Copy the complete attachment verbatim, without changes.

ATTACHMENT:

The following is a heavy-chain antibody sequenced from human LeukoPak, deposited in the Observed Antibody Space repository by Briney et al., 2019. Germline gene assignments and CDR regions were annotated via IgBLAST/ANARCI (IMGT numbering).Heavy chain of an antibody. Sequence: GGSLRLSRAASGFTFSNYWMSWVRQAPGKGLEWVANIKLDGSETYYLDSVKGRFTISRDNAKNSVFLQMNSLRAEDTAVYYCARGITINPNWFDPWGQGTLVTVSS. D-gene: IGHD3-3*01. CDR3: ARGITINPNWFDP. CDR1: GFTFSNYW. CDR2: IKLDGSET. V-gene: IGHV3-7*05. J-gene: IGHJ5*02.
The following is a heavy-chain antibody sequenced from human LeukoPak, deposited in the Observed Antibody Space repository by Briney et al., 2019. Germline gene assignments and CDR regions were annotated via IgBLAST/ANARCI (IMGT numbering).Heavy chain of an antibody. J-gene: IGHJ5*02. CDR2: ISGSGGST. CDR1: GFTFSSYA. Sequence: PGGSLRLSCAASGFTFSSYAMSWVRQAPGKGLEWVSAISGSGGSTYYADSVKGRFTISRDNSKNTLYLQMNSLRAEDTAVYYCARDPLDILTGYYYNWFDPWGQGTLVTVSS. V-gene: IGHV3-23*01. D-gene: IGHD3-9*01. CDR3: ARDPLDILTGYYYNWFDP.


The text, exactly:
The following is a heavy-chain antibody sequenced from human LeukoPak, deposited in the Observed Antibody Space repository by Briney et al., 2019. Germline gene assignments and CDR regions were annotated via IgBLAST/ANARCI (IMGT numbering).Heavy chain of an antibody. Sequence: GGSLRLSRAASGFTFSNYWMSWVRQAPGKGLEWVANIKLDGSETYYLDSVKGRFTISRDNAKNSVFLQMNSLRAEDTAVYYCARGITINPNWFDPWGQGTLVTVSS. D-gene: IGHD3-3*01. CDR3: ARGITINPNWFDP. CDR1: GFTFSNYW. CDR2: IKLDGSET. V-gene: IGHV3-7*05. J-gene: IGHJ5*02.
The following is a heavy-chain antibody sequenced from human LeukoPak, deposited in the Observed Antibody Space repository by Briney et al., 2019. Germline gene assignments and CDR regions were annotated via IgBLAST/ANARCI (IMGT numbering).Heavy chain of an antibody. J-gene: IGHJ5*02. CDR2: ISGSGGST. CDR1: GFTFSSYA. Sequence: PGGSLRLSCAASGFTFSSYAMSWVRQAPGKGLEWVSAISGSGGSTYYADSVKGRFTISRDNSKNTLYLQMNSLRAEDTAVYYCARDPLDILTGYYYNWFDPWGQGTLVTVSS. V-gene: IGHV3-23*01. D-gene: IGHD3-9*01. CDR3: ARDPLDILTGYYYNWFDP.